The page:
Main ESTJ ESTP ESFJ ESFP ENTJ ENTP ENFJ ENFP
Types ISTJ ISTP ISFJ ISFP INTJ INTP INFJ INFP

Myers-Briggs Personality Typing - INTP

INTPs are pensive, analytical folks. They may venture so deeply into thought as to seem detached and often actually are oblivious to the world around them.

Precise about their descriptions, INTPs will often correct others (or at least be sorely tempted to) if the shade of meaning is a bit off. This sometimes annoying habit is at once also a strength in grammarians, a perfect arena for the literal INTP.

INTPs are relatively easy-going and amenable to almost anything until their principles are violated, about which they may become outspoken and inflexible. But they usually return to a reserved albeit benign ambiance, not wishing to make spectacles of themselves.

A major concern for INTPs is the haunting sense of impending failure. They spend considerable time second-guessing themselves. The open-endedness (from Perceiving) conjoined with the need for competence (NT) is expressed in a sense that one's conclusion may well be met by an equally plausible alternative solution, and that, after all, one may very well have overlooked some critical bit of data. An INTP arguing a point may very well be trying to convince himself as much as his opposition. In this way INTPs are markedly different from INTJs, who are much more confident in their competence and willing to act on their convictions.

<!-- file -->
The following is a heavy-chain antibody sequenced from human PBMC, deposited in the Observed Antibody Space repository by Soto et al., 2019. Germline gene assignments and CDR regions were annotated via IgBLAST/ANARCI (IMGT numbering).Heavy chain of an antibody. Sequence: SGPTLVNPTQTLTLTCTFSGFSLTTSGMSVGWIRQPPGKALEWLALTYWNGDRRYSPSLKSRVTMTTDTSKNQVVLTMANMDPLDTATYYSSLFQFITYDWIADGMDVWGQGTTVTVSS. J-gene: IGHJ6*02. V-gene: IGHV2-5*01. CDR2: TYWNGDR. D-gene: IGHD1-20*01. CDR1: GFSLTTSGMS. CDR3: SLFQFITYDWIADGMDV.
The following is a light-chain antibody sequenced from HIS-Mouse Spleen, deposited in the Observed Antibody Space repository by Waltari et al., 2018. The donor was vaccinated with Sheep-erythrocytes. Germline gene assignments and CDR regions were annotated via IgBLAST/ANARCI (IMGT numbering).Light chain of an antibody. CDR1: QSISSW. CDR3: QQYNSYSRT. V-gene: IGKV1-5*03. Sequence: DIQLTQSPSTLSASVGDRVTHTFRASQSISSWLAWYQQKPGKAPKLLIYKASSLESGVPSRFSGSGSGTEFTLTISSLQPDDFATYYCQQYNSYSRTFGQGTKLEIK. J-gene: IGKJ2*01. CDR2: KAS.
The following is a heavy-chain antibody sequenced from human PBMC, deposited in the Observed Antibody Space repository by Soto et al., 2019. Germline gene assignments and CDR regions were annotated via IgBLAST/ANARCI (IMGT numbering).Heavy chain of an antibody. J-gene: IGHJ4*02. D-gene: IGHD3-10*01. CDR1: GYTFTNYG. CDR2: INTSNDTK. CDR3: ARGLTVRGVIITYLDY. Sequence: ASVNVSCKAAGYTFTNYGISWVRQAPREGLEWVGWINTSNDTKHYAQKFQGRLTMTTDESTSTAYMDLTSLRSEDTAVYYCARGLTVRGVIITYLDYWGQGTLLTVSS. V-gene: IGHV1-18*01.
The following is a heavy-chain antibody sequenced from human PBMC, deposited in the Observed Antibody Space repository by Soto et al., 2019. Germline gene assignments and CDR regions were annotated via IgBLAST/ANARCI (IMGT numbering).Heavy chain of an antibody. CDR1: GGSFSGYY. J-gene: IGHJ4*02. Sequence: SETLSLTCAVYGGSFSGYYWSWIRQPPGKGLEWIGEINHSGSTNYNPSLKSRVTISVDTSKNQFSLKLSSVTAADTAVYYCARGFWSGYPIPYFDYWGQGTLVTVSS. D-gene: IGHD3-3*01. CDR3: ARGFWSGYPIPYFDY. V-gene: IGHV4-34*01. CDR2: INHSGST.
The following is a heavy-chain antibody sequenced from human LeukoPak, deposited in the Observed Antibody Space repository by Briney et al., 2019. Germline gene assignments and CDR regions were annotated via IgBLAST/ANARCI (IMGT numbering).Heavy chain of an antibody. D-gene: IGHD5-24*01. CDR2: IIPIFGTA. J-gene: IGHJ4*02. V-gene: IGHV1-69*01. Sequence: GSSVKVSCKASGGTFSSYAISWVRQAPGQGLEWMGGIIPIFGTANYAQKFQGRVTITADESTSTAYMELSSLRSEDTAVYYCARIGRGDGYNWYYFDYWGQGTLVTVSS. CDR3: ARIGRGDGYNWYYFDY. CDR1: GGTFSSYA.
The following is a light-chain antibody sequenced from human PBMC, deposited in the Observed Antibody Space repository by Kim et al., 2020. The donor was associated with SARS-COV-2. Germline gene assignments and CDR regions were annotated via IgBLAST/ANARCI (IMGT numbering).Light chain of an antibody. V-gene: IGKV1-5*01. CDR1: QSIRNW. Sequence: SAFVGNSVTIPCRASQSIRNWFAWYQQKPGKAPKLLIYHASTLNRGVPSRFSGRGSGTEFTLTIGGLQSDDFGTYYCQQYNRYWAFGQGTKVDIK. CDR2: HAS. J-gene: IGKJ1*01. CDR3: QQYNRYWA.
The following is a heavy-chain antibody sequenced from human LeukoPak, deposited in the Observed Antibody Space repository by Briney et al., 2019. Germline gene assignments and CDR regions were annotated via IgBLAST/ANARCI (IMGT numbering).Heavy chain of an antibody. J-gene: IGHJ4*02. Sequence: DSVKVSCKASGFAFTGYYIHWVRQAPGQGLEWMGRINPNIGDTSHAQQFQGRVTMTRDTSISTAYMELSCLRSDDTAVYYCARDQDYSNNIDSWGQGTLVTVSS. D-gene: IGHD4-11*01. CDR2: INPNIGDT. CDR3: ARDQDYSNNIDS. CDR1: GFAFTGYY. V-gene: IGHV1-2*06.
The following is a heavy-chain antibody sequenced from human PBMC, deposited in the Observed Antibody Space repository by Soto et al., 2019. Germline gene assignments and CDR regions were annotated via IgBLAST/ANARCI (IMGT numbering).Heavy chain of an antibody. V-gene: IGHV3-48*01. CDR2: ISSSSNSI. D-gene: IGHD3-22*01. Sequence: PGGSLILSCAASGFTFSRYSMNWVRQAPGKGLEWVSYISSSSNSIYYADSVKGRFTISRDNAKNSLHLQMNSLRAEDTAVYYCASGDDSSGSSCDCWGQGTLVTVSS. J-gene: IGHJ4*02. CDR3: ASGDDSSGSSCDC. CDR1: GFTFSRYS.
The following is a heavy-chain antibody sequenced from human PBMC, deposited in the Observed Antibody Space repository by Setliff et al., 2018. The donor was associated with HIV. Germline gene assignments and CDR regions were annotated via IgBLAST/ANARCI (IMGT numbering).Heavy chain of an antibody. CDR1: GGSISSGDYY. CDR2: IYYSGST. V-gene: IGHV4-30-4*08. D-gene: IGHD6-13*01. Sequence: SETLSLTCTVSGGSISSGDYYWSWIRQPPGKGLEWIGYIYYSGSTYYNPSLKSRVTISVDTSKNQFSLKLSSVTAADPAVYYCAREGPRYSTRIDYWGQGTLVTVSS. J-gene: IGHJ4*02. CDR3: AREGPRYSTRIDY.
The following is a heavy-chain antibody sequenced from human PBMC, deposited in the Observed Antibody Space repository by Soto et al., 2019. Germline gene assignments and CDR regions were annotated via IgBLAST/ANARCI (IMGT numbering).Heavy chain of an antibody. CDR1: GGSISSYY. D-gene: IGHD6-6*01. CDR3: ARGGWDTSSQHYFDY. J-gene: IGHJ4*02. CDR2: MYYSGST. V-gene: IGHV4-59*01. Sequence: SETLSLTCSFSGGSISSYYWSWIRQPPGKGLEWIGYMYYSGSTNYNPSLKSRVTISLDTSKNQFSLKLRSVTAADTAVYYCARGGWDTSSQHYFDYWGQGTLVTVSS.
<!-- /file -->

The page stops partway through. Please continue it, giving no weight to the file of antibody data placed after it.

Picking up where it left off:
Mathematics is a system where many INTPs love to play, similarly languages, computer systems--potentially any complex system. INTPs thrive on systems. Understanding, exploring, mastering, and manipulating systems can overtake the INTP's conscious thought. This fascination for logical wholes and their inner workings is often expressed in a detachment from the environment, a concentration where time is forgotten and extraneous stimuli are held at bay.

INTPs and Logic -- One of the tipoffs that a person is an INTP is her obsession with logical correctness. Errors are not often due to poor logic -- apparent faux pas in reasoning are usually a result of 'overlooking details' or of incorrect context.